The valves used today are generally made from a ferrous material and usually are chrome plated. They can, however, for purposes of this invention be used uncoated or coated with any suitable coating material such as nitriding, nickel or any other suitable coating material. The valve seal is generally made from an elastomer since sealing properties are desirable to prevent oil from leaking into the combustion chamber of the engine. The valve guide is generally constructed of a ferrous material but may be made from any suitable composition.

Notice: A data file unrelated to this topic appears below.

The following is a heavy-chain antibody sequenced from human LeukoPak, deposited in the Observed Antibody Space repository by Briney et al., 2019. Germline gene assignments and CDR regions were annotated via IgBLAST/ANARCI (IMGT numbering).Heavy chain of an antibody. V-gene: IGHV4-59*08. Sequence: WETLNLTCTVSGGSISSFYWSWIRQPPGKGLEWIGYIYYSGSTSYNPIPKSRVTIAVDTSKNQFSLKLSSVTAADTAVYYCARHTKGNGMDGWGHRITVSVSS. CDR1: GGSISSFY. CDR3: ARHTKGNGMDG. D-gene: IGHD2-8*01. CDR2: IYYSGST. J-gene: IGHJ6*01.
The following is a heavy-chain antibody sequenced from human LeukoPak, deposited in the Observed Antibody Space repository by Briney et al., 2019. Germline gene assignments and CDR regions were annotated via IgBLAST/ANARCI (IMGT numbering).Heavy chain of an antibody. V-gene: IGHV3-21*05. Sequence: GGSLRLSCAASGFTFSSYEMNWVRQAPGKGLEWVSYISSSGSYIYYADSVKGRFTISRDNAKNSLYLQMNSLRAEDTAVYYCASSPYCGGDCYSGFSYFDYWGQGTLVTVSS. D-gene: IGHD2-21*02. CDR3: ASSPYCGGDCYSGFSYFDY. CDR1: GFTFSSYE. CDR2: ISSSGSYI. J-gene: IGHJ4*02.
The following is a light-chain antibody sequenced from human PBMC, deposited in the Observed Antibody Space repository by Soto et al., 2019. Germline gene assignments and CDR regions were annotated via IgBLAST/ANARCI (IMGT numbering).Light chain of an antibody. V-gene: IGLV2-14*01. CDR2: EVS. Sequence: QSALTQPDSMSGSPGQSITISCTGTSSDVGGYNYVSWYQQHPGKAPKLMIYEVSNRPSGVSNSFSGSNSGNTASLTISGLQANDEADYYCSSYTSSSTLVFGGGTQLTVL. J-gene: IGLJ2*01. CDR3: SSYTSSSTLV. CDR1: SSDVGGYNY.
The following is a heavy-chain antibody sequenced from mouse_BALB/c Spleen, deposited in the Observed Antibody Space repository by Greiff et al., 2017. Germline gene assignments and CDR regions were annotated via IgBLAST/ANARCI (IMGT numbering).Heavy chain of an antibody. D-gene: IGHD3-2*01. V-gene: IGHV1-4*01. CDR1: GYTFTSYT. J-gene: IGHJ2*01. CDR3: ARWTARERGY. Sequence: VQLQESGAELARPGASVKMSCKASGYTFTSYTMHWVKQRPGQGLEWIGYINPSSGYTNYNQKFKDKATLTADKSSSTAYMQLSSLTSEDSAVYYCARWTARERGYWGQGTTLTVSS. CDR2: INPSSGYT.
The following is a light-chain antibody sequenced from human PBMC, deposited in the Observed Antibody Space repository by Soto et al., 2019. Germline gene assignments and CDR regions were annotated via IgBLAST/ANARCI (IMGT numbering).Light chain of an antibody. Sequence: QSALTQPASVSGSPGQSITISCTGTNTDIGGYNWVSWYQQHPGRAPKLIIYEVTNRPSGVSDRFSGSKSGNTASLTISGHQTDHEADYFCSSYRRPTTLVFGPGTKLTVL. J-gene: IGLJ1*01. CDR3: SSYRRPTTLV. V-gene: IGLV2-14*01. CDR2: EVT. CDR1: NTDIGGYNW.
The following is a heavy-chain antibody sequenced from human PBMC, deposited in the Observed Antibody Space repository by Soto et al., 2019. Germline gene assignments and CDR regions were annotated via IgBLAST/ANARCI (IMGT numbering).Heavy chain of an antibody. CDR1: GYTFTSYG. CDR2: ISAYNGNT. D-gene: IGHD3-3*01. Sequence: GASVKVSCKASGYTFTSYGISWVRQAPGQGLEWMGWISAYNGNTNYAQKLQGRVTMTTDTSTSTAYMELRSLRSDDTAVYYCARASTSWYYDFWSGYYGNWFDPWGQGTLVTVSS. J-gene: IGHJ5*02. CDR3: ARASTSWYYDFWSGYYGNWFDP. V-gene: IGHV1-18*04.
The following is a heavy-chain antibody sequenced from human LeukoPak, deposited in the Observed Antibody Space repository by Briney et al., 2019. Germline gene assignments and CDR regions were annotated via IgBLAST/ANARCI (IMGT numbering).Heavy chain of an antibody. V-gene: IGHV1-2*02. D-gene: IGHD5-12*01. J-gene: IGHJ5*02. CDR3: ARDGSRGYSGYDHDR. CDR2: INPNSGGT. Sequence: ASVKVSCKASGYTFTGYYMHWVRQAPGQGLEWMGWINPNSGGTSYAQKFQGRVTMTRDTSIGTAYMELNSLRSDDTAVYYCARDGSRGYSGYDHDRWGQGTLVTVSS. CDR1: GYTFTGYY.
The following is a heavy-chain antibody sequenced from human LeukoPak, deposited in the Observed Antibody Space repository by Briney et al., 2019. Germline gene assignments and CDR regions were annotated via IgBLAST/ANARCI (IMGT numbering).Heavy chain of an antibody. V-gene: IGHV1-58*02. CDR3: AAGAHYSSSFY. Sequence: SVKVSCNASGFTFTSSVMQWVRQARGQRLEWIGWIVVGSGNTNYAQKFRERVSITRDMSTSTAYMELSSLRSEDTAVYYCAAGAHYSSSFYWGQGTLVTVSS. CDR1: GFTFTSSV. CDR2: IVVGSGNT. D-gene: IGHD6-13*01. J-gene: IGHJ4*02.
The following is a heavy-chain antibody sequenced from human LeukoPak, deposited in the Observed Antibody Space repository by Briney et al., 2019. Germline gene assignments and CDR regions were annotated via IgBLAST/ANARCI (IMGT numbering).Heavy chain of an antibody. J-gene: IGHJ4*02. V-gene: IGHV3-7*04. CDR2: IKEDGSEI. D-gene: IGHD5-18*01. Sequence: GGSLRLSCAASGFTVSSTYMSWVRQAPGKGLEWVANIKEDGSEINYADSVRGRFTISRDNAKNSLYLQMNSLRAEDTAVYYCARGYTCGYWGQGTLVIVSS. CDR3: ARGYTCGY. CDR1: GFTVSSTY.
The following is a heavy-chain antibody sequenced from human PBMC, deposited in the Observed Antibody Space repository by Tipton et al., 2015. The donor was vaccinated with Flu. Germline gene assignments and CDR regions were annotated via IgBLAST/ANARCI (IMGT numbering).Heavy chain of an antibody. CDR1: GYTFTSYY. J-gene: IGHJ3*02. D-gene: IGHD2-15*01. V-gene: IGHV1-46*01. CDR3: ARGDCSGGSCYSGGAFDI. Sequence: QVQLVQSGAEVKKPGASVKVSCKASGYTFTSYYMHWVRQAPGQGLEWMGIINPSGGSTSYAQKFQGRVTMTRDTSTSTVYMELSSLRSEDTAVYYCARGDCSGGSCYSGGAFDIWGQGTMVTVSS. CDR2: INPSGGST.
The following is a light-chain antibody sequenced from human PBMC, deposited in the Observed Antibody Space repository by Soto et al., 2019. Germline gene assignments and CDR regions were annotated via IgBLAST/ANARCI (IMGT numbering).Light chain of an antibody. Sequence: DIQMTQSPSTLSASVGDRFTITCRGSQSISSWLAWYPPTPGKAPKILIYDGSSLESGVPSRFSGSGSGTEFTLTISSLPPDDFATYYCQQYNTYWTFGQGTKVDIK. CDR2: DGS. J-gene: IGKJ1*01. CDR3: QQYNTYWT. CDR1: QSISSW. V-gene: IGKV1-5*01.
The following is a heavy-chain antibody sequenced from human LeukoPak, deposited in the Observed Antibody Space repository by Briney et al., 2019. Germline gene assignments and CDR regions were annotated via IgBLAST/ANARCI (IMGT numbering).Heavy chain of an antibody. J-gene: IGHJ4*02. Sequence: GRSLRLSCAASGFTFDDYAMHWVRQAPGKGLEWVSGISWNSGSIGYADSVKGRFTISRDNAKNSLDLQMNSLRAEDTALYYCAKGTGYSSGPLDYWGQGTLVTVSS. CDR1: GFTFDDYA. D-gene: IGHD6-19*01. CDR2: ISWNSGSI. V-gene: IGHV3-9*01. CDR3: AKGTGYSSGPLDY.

The valve of this invention is prepared as follows: convention steel or ferrous valves are obtained from a North American manufacturer such as TRW or Eaton Corporation. These valves as received will have a roughness on the surface of the stem. The valve is coated by conventional methods with a material such as chrome, nickel or nitriding. The normal result of the coating of the valve stem is a plurality of surface roughness having an Rp value of about 80 μ in. That is, the maximum peak height of these nodules is about 80 μ in. or above. The resulting coated valve is then placed in an apparatus similar to those discussed in U.S. Pat. No. 5,042,204 to polish or super finish the valve surface and to reduce the Rp value of the surface peaks to 15 or below but not to zero. The valve is then placed on a GEM microfinisher as noted above to provide the cross hatching channels along substantially the length of the valve stem. As noted earlier, the depth of the cross hatching channels can be regulated on the Gem Oscillation apparatus depending upon the desired specifications. By cross hatching is meant throughout this disclosure as the type of cross hatching imparted on a metal surface by the GEM 04150-P and GEM 08150-F finishers. The criteria being to provide channels having depth or micro depths to adequately hold oil to properly lubricate but not so much as to cause oil flow down into the combustion chamber. This process can also be used on uncoated valves acting only on the uncoated steel stem surface. Also, the sequence of the super finishing step and the cross hatching step can be reversed or even done concurrently if suitable. The important aspects are the reduction of the surface peak heights Rp to a value preferrably of from about 4.0 to 15 and the cross hatching of the surface. When the valve is placed in or on the Gem machine, the valve is rotated as the abrasive belt on the Gem moves laterally and longitudinally (oscillation) while in contact with the valve stem. The material on the abrasive belt can be selectively installed depending upon the cross hatching desired. Usually a 3 to 45 micron abrasive particle belt is used but any suitable size particle can be used. The cross hatching grooves have a bonus advantage since in use they come into the seal surface at a tangent and not perpendicular. When the grooves are horizontal or longitudinal or perpendicular to the surface of the seal, the edges of the grooves abrade the seal surface and cause substantial wear. The cross hatching permits the valve surface to enter and move within the valve seal where the edges of the grooves are not at a severe wearing position as are the horizontal or vertical (perpendicular to the plane of the seal surface) groove edges.